Chapter 13

by Kallie

Tags: #cw:noncon #comic_book #dom:female #f/f #pov:bottom #pov:top #sub:female

Disclaimer: If you are under age wherever you happen to be accessing this story, please refrain from reading it. Please note that all characters depicted in this story are of legal age, and that the use of 'girl' in the story does not indicate otherwise. This story is a work of fantasy: in real life, hypnosis and sex without consent are deeply unethical and examples of such in this story does not constitute support or approval of such acts. This work is copyright of Kallie 2022, do not repost without explicit permission

Trinity woke up in the bed in Radiance’s safehouse. The worst part was that it wasn’t even the first time she’d woken up that way, after Radiance’s plans for her had taken a seriously wrong turn. The first time, after the dyke bar, she’d been sore as hell from the way Radiance and her friends had been tossing her around and bending her over. This time, it felt like all her joints had been filled with cement. She couldn’t believe how stiff she was. It felt like she’d been unconscious for years.

But at least her mind was her own again. Oh, she had a splitting headache, certainly. But when she looked back on her time running around the city in the obscenely embarrassing outfit she’d taken from Radiance’s closet, she felt what any right-thinking person would have: crippling, mortifying levels of shame. There were still a few dizzying, maddening traces of pride and hope mixed in there, but she could clamp down on them good and hard before there was any risk of her starting to spew more garbage about being a superhero.

Thank god.

Trinity was also naked. She wasn’t sure whether or not to be grateful for that.

When she tried to sit up, her stiff, weak muscles rebelled so hard and so painfully that she let out a harsh, ragged groan that hurt her dry throat.

Right afterwards, the pile of clothes and blankets next to her moved.

It took a moment of her rubbing her bleary eyes for Trinity to figure out that the pile was, in fact, Radiance. Radiance, who was now looking up at her with the biggest, most worried eyes Trinity had ever seen on the hero. She was perched anxiously on a chair at Trinity’s bedside, and until just that moment, she’d obviously been sleeping there. She looked enough like a loved one watching over her sickly beloved that it made Trinity blush.

“You’re awake?” Radiance whispered, urgently and hopefully. “Oh, I was so… how are you feeling?”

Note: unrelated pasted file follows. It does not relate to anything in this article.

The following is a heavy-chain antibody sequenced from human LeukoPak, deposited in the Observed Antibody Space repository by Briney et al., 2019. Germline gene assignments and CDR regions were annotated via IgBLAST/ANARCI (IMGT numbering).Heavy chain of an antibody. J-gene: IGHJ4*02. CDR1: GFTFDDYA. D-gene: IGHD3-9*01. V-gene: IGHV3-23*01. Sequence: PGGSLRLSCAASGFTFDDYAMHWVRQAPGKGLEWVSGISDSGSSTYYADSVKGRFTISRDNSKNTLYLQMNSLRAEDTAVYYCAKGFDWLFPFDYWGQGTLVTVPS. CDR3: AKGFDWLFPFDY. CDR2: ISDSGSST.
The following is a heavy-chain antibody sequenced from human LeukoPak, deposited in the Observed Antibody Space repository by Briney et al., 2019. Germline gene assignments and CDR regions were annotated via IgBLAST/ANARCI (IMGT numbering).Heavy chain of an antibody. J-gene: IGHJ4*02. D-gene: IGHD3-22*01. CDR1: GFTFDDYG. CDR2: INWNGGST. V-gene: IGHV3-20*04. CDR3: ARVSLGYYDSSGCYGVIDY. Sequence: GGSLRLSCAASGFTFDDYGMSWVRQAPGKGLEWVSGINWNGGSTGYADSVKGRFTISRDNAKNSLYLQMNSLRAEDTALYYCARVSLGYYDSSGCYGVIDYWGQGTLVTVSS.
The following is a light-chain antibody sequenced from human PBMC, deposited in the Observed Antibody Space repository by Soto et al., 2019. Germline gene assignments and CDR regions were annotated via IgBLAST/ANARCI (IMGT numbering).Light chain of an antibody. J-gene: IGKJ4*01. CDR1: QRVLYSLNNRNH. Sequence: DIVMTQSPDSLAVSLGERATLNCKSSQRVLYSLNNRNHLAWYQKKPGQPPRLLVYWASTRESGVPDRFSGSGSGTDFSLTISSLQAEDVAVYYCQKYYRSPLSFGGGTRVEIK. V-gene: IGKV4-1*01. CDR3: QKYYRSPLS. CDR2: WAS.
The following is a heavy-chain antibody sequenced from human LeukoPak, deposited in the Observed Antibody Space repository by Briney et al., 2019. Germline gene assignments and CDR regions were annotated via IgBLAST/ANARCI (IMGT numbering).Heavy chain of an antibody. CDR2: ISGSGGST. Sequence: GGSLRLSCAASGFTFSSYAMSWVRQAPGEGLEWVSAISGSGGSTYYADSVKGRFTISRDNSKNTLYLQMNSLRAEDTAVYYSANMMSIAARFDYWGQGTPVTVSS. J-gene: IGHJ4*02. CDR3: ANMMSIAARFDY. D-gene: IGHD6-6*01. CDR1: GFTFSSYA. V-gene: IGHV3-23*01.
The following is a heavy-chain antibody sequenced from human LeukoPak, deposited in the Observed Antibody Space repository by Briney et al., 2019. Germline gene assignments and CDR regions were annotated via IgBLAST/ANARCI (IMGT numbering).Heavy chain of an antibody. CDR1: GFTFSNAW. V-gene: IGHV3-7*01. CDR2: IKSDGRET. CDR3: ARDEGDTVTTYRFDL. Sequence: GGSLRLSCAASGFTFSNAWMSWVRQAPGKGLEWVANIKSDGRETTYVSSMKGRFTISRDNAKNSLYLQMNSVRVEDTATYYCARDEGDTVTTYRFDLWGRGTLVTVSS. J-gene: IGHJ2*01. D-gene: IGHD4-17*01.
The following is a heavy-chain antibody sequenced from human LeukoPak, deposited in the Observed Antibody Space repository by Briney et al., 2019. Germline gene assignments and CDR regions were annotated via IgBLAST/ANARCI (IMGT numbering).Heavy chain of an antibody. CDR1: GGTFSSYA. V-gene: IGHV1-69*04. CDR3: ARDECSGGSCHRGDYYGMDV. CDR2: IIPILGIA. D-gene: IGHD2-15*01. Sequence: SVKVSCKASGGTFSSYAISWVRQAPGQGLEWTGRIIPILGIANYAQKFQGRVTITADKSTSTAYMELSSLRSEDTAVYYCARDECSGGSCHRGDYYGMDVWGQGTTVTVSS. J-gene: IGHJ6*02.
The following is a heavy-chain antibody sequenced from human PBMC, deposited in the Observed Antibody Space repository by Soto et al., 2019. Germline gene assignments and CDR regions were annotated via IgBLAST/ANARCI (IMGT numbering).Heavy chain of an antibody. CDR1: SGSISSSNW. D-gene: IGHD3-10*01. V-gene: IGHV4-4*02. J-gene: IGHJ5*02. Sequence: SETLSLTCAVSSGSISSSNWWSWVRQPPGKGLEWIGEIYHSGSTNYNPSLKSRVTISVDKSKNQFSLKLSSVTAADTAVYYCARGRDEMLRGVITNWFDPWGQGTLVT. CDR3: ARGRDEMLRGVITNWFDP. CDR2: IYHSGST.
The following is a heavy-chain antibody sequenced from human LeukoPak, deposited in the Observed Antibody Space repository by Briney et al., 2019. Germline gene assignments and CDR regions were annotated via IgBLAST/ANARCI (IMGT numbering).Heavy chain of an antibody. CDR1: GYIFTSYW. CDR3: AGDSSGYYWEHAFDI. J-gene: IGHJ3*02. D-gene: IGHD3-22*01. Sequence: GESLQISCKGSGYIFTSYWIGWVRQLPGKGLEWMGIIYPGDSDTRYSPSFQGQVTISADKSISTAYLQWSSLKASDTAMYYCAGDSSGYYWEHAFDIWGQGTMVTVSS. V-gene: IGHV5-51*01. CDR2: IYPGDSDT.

“Uh…” Trinity rubbed her head, and managed to haul herself up into a sitting position - almost. “I’m fine. I think?”

Her voice sounded rough as hell, and it hurt to speak. Radiance picked up on as much right away, and rushed to offer her a glass of water she’d placed nearby. Trinity took it and sipped from it gratefully, even though she was more than a little perturbed by Radiance’s anxious nursemaid act.

“When you say fine,” Radiance asked carefully, “what do you mean, exactly?”

“It means I’m a scumbag again,” Trinity replied cattily, once she could. “Not something half way between a sex doll and a shitty superhero action figure.”

She was hoping to see pangs of guilt on Radiance’s face, but she looked too relieved to register any other feelings. She shuddered for a moment, and let out a long, weary sigh.

What followed was an awkward silence. Trinity didn’t want to be the one who broke it, but after a few, long moments, her own feelings of remorse compelled her to speak.

“That girl. Candace?” she said. “What happened to her?”

“She’s OK,” Radiance replied. “I took her to a hospital and put her in the hands of a doctor I trust. They’ve been looking after her and helping her get her head sorted. I’ve been getting updates. She’s doing just fine.”

Now it was Trinity’s turn to breathe a sigh of relief. She wasn’t exactly sure how much of that night’s misadventures she deserved to blame herself for, but she felt guilty for all of it. She wasn’t a monster, after all, whatever Radiance thought of her.

“Officially, you’re still at large,” Radiance continued calmly. “I told them she’d run across you. They didn’t ask any more questions than that, and Candace’s memories are pretty scrambled. Fortunately, some doctors have a pretty good amount of experience dealing with mind control victims.”

“Right,” Trinity said slowly. That all made sense. Something about Radiance’s story, along with how exhausted the hero seemed, was making her apprehensive. “So… she and I are both back to normal in just one day? Guess those doctors of yours really do work fast.”

Radiance shook her head. “You’ve been out for three days now, Trinity.”

Trinity blinked. That took a couple of seconds for her to process. “Shit,” she said miserably. “Then…”

“I’ve been using a combination of medication and my power to keep you asleep.” Radiance’s expression was unreadable. “Except for a couple of times a day, so I could make you eat and use your power on yourself again.”